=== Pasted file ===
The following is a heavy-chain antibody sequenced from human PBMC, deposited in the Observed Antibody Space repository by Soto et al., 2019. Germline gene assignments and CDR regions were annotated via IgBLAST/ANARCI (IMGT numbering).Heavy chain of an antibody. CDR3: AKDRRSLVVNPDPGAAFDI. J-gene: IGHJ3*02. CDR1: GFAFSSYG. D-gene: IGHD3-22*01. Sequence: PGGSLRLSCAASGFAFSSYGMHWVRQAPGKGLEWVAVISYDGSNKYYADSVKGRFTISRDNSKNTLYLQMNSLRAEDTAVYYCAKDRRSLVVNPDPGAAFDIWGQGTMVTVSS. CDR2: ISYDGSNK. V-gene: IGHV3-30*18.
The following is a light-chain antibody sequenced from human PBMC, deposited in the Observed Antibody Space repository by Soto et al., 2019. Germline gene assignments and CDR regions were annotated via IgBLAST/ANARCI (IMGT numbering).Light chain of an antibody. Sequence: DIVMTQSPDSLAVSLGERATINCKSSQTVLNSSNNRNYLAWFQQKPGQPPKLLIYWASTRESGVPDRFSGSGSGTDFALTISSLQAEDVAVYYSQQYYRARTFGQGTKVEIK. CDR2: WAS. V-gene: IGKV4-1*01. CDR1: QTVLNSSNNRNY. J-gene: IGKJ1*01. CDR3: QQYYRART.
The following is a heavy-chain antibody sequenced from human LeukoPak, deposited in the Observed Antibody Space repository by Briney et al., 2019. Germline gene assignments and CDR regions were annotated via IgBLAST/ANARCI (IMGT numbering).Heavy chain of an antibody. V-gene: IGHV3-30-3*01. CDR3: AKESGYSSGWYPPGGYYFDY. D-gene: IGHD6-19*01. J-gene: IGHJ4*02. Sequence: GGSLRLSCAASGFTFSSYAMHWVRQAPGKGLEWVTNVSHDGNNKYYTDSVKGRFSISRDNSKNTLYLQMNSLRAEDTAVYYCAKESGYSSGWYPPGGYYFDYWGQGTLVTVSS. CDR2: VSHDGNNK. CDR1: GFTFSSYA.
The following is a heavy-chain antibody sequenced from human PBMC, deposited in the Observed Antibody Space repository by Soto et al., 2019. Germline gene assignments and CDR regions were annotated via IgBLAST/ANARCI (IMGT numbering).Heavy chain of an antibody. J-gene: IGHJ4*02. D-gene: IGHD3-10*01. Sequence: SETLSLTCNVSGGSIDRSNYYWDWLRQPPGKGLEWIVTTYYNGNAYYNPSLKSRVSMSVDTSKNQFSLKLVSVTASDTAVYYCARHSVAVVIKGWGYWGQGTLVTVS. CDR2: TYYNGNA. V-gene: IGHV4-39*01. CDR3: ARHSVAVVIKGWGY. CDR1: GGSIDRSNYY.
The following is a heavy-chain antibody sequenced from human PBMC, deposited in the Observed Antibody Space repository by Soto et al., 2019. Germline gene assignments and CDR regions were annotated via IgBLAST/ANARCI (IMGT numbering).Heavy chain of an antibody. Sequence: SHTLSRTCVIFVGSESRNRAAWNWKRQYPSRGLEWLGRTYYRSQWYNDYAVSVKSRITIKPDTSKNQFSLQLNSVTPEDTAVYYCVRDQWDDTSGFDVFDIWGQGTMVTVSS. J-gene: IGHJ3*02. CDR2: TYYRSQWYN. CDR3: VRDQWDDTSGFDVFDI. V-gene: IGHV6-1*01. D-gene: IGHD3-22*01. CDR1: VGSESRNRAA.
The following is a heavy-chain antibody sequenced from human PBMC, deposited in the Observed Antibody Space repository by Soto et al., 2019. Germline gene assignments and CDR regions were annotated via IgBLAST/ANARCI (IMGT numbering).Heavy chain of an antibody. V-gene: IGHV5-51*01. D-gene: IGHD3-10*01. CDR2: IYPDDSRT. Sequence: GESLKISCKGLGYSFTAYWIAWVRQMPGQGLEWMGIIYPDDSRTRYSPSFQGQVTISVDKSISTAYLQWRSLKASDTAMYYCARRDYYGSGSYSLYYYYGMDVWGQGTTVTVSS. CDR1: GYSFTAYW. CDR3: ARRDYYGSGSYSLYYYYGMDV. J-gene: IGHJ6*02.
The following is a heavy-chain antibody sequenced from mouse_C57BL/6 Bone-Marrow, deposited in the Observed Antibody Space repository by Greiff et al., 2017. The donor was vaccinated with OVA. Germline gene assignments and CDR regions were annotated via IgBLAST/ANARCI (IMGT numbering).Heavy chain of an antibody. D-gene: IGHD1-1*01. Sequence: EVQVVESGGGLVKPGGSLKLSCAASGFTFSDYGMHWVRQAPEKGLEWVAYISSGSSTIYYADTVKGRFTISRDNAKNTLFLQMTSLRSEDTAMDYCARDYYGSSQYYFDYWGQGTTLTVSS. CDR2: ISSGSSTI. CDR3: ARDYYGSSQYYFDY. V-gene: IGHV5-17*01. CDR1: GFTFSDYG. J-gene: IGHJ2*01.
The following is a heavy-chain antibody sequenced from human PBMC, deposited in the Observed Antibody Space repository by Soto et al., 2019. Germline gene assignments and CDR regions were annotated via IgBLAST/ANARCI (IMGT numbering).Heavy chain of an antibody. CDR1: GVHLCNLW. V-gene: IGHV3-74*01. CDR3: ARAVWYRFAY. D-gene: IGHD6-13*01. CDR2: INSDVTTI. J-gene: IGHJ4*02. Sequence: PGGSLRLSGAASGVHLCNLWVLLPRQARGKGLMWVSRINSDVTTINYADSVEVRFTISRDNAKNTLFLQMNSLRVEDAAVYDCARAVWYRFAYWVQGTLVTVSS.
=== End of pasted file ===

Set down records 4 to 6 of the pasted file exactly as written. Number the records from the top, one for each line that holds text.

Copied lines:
The following is a heavy-chain antibody sequenced from human PBMC, deposited in the Observed Antibody Space repository by Soto et al., 2019. Germline gene assignments and CDR regions were annotated via IgBLAST/ANARCI (IMGT numbering).Heavy chain of an antibody. J-gene: IGHJ4*02. D-gene: IGHD3-10*01. Sequence: SETLSLTCNVSGGSIDRSNYYWDWLRQPPGKGLEWIVTTYYNGNAYYNPSLKSRVSMSVDTSKNQFSLKLVSVTASDTAVYYCARHSVAVVIKGWGYWGQGTLVTVS. CDR2: TYYNGNA. V-gene: IGHV4-39*01. CDR3: ARHSVAVVIKGWGY. CDR1: GGSIDRSNYY.
The following is a heavy-chain antibody sequenced from human PBMC, deposited in the Observed Antibody Space repository by Soto et al., 2019. Germline gene assignments and CDR regions were annotated via IgBLAST/ANARCI (IMGT numbering).Heavy chain of an antibody. Sequence: SHTLSRTCVIFVGSESRNRAAWNWKRQYPSRGLEWLGRTYYRSQWYNDYAVSVKSRITIKPDTSKNQFSLQLNSVTPEDTAVYYCVRDQWDDTSGFDVFDIWGQGTMVTVSS. J-gene: IGHJ3*02. CDR2: TYYRSQWYN. CDR3: VRDQWDDTSGFDVFDI. V-gene: IGHV6-1*01. D-gene: IGHD3-22*01. CDR1: VGSESRNRAA.
The following is a heavy-chain antibody sequenced from human PBMC, deposited in the Observed Antibody Space repository by Soto et al., 2019. Germline gene assignments and CDR regions were annotated via IgBLAST/ANARCI (IMGT numbering).Heavy chain of an antibody. V-gene: IGHV5-51*01. D-gene: IGHD3-10*01. CDR2: IYPDDSRT. Sequence: GESLKISCKGLGYSFTAYWIAWVRQMPGQGLEWMGIIYPDDSRTRYSPSFQGQVTISVDKSISTAYLQWRSLKASDTAMYYCARRDYYGSGSYSLYYYYGMDVWGQGTTVTVSS. CDR1: GYSFTAYW. CDR3: ARRDYYGSGSYSLYYYYGMDV. J-gene: IGHJ6*02.